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The following is a guest commentary from Rifat Hussain, MD, who has bred and raced horses on a small scale for more than 30 years. His best-known racer was the fleet Shimatoree, winner of the True North Handicap and Bay Shore Stakes (as well as second in the Wood Memorial and Gotham) and later sire of G1 winner Feel the Beat, among others.

Yesterday, I closed with the question: “What is the one most attractive aspect of owning a racehorse?”

Simply stated, it is the ability or chance to compete on an even playing field with the big cats. It is only in this game that the Joe Blows have the same chance of coming up with the winner of the Kentucky Derby as do the fat cats. The industry should play this aspect of the sport to the hilt. I do not think the “elitist” theme that seems so dear to the press and to some others in this industry has done any good for attracting new owners. The great attraction of the United States for the people of the world is that they have the opportunity to succeed if they are willing to work hard. Why not use this as the theme of the racing industry?

An attempt must be made to locate the “little guy made good” stories. That should be the theme of the media advisers to racing and breeding organizations. After all, the Breeders’ Cup, the Kentucky Derby, and the Triple Crown employ a number of media experts who can influence what image the racing industry puts forth.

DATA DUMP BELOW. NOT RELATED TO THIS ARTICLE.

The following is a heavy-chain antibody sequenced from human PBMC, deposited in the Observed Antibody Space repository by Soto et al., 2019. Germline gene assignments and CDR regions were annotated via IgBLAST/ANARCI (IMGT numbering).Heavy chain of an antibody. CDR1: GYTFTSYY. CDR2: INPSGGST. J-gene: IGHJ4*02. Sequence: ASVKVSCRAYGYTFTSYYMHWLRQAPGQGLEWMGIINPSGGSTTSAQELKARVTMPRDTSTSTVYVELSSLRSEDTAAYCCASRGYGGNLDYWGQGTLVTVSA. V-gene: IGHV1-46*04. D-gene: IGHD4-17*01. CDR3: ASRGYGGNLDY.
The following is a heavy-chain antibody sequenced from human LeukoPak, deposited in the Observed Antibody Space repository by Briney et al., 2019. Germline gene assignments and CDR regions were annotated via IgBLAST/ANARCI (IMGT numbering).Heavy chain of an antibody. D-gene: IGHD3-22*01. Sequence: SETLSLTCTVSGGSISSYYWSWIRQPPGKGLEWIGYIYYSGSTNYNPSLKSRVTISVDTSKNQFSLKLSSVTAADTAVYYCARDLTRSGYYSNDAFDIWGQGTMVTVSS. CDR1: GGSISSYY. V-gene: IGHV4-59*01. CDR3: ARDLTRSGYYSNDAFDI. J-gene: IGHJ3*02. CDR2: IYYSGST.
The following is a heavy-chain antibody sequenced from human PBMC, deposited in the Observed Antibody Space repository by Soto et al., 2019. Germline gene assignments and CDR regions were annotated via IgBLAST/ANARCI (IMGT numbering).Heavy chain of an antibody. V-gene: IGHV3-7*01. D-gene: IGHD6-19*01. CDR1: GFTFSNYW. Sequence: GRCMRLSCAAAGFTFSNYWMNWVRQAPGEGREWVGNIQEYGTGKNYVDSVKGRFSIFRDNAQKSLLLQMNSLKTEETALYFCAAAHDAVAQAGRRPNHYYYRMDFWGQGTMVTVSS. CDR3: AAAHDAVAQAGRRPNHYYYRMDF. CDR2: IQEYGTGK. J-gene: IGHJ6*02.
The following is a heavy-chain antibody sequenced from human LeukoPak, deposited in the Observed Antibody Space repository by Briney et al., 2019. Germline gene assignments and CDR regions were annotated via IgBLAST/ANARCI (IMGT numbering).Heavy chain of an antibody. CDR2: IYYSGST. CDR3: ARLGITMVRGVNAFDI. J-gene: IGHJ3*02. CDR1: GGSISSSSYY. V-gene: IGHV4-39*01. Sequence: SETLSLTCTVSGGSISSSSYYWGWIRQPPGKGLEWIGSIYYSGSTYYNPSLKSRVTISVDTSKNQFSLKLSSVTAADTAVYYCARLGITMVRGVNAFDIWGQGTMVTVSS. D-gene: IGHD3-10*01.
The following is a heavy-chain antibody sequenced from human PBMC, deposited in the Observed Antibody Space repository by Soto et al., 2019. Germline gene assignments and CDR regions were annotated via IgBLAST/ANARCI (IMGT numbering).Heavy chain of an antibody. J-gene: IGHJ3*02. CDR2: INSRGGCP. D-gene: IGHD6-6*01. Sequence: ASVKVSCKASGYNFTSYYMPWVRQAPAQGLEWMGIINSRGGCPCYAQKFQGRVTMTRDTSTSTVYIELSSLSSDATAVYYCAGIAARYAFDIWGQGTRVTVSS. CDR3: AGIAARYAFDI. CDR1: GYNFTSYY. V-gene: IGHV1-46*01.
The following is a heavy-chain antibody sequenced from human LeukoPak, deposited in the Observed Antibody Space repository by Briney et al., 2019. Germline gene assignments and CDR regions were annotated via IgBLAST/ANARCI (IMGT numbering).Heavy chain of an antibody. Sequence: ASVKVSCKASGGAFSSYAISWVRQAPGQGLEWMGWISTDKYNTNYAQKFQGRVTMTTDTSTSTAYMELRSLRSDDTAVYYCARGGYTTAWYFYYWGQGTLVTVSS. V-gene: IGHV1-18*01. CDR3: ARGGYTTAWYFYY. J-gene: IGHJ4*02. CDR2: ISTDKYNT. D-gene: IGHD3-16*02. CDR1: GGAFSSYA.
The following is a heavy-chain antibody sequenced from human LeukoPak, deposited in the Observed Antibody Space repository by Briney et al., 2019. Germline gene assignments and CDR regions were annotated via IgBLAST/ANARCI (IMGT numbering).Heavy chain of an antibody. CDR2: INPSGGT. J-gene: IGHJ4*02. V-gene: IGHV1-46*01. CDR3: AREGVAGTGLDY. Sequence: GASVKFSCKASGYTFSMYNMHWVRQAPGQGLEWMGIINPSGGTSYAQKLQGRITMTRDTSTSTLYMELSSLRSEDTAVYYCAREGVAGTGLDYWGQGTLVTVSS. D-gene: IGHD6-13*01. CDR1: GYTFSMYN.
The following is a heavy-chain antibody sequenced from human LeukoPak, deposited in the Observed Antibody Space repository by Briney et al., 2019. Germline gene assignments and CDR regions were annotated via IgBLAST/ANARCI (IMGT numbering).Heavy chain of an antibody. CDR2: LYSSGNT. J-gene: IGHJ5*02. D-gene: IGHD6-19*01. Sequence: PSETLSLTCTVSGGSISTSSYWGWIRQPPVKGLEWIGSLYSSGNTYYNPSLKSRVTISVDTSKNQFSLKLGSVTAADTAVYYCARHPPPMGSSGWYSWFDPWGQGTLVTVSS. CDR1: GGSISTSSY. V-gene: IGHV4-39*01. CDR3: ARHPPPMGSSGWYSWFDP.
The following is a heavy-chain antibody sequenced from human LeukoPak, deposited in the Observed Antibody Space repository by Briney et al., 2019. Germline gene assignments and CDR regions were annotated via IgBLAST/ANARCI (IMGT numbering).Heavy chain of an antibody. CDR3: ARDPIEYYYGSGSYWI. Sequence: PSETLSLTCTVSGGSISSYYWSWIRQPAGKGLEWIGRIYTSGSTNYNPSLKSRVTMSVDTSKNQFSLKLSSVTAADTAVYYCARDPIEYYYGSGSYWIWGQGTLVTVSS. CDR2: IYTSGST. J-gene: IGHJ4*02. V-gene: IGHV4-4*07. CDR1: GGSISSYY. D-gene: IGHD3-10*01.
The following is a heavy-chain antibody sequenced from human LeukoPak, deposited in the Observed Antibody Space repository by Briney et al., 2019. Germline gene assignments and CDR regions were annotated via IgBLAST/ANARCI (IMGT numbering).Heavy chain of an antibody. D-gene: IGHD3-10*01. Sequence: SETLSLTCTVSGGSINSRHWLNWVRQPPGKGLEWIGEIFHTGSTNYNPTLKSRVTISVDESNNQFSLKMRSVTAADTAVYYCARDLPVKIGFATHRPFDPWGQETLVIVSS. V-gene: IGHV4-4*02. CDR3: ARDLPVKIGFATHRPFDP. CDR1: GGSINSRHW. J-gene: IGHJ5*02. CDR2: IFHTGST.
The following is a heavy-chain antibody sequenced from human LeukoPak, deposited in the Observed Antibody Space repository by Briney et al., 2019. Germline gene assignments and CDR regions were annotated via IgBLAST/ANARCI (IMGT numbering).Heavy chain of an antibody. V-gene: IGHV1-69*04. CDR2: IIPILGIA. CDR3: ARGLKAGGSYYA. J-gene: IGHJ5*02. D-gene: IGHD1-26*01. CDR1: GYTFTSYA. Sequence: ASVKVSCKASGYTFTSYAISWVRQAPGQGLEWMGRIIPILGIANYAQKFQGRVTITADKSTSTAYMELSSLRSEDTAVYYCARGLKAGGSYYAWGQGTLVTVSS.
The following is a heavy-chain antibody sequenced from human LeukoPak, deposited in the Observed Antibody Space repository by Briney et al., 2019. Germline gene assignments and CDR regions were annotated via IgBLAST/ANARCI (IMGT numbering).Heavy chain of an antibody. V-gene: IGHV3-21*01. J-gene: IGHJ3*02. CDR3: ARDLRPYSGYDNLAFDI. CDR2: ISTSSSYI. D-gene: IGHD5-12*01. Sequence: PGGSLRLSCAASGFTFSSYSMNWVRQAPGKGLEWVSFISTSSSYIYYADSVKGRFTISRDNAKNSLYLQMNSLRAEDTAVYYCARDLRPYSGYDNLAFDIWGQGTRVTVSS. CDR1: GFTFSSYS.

Some of the emotions between horses and humans would be another aspect of this industry which has not been touched upon. The grooms, hotwalkers, and exercise riders all love “their” horses. All children love horses. The fans of tomorrow are the children. Why does it take an amateur to point this out? The children of today are the owners of tomorrow. A good feeling toward racing in childhood will be a good investment for the owners of tomorrow.

I would like to take the Thoroughbred industry and shake it and tell it to wake up and use its assets (public relations) and think about the future. Don’t think of the short term, “fix it” gimmickry. You must have a plan and follow it. Mostly, you must think of the future and learn to look at the past and present and not bury your head in the ground. It is difficult to set the pace, it is difficult to be a pioneer, but the sales companies have the opportunity to start the integrity ball rolling, and maybe others will follow.

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